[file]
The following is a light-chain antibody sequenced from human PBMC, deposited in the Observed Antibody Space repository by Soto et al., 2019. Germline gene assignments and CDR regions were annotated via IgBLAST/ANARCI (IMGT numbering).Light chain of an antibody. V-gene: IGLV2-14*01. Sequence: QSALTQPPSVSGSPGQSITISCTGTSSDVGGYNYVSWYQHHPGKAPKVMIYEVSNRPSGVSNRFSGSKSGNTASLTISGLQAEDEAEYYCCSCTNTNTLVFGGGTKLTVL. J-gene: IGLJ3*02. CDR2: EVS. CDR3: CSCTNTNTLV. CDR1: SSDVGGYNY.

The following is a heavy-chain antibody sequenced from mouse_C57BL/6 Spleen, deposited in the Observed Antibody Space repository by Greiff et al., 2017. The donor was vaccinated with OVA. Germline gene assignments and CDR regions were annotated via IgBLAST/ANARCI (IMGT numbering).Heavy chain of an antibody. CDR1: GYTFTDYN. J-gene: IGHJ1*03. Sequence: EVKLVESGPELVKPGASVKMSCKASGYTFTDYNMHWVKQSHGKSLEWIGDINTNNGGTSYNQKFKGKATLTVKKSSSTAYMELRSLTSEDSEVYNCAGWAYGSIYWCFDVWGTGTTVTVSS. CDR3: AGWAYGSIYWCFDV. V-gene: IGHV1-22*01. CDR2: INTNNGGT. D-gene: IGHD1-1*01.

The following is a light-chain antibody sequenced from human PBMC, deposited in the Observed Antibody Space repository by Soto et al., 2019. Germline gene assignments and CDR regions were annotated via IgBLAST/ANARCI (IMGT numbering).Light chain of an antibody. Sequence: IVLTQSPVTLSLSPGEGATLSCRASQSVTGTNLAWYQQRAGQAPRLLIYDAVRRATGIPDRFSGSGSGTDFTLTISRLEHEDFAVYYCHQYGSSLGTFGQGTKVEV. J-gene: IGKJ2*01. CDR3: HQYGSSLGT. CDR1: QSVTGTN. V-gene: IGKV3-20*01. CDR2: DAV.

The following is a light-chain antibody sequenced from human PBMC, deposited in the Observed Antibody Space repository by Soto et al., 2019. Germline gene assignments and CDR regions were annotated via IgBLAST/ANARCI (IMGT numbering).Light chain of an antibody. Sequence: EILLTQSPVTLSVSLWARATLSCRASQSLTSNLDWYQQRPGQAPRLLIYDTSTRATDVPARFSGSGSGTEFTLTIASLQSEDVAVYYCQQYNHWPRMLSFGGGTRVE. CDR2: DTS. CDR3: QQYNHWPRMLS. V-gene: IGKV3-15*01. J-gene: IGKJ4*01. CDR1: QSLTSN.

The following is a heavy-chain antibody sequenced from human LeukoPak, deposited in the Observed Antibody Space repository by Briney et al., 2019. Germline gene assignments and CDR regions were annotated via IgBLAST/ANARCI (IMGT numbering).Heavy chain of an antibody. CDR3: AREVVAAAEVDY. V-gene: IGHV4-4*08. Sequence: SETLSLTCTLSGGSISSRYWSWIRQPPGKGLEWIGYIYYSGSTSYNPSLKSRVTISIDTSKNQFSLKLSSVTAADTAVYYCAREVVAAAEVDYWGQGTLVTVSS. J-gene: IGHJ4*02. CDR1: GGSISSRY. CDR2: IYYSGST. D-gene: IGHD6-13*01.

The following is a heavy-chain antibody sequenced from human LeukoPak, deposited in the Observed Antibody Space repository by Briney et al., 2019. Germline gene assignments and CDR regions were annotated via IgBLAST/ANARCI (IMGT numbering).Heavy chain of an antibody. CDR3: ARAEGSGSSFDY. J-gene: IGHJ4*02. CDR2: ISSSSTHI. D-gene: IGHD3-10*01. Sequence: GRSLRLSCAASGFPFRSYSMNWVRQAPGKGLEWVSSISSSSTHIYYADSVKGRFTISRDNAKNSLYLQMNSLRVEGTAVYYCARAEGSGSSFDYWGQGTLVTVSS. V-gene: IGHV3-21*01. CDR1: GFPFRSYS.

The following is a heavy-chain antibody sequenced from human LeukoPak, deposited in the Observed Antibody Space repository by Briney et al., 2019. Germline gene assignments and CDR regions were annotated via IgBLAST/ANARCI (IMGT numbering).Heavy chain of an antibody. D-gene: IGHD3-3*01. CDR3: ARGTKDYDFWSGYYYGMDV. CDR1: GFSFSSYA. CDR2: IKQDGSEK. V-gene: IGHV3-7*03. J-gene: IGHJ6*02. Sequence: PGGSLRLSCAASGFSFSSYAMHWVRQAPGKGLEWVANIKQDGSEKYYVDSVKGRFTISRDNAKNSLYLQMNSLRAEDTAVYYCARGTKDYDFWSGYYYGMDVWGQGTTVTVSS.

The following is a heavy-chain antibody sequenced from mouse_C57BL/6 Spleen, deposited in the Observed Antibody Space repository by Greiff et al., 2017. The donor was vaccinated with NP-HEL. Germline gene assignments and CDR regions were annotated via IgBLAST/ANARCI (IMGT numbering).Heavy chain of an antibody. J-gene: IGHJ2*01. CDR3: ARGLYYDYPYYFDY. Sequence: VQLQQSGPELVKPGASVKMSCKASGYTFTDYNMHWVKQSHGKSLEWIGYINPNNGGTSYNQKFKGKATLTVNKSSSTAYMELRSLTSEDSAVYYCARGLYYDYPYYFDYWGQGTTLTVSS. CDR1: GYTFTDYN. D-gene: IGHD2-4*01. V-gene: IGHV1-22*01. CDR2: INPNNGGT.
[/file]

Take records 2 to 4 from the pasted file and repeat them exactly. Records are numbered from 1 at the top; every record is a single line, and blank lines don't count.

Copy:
The following is a heavy-chain antibody sequenced from mouse_C57BL/6 Spleen, deposited in the Observed Antibody Space repository by Greiff et al., 2017. The donor was vaccinated with OVA. Germline gene assignments and CDR regions were annotated via IgBLAST/ANARCI (IMGT numbering).Heavy chain of an antibody. CDR1: GYTFTDYN. J-gene: IGHJ1*03. Sequence: EVKLVESGPELVKPGASVKMSCKASGYTFTDYNMHWVKQSHGKSLEWIGDINTNNGGTSYNQKFKGKATLTVKKSSSTAYMELRSLTSEDSEVYNCAGWAYGSIYWCFDVWGTGTTVTVSS. CDR3: AGWAYGSIYWCFDV. V-gene: IGHV1-22*01. CDR2: INTNNGGT. D-gene: IGHD1-1*01.

The following is a light-chain antibody sequenced from human PBMC, deposited in the Observed Antibody Space repository by Soto et al., 2019. Germline gene assignments and CDR regions were annotated via IgBLAST/ANARCI (IMGT numbering).Light chain of an antibody. Sequence: IVLTQSPVTLSLSPGEGATLSCRASQSVTGTNLAWYQQRAGQAPRLLIYDAVRRATGIPDRFSGSGSGTDFTLTISRLEHEDFAVYYCHQYGSSLGTFGQGTKVEV. J-gene: IGKJ2*01. CDR3: HQYGSSLGT. CDR1: QSVTGTN. V-gene: IGKV3-20*01. CDR2: DAV.

The following is a light-chain antibody sequenced from human PBMC, deposited in the Observed Antibody Space repository by Soto et al., 2019. Germline gene assignments and CDR regions were annotated via IgBLAST/ANARCI (IMGT numbering).Light chain of an antibody. Sequence: EILLTQSPVTLSVSLWARATLSCRASQSLTSNLDWYQQRPGQAPRLLIYDTSTRATDVPARFSGSGSGTEFTLTIASLQSEDVAVYYCQQYNHWPRMLSFGGGTRVE. CDR2: DTS. CDR3: QQYNHWPRMLS. V-gene: IGKV3-15*01. J-gene: IGKJ4*01. CDR1: QSLTSN.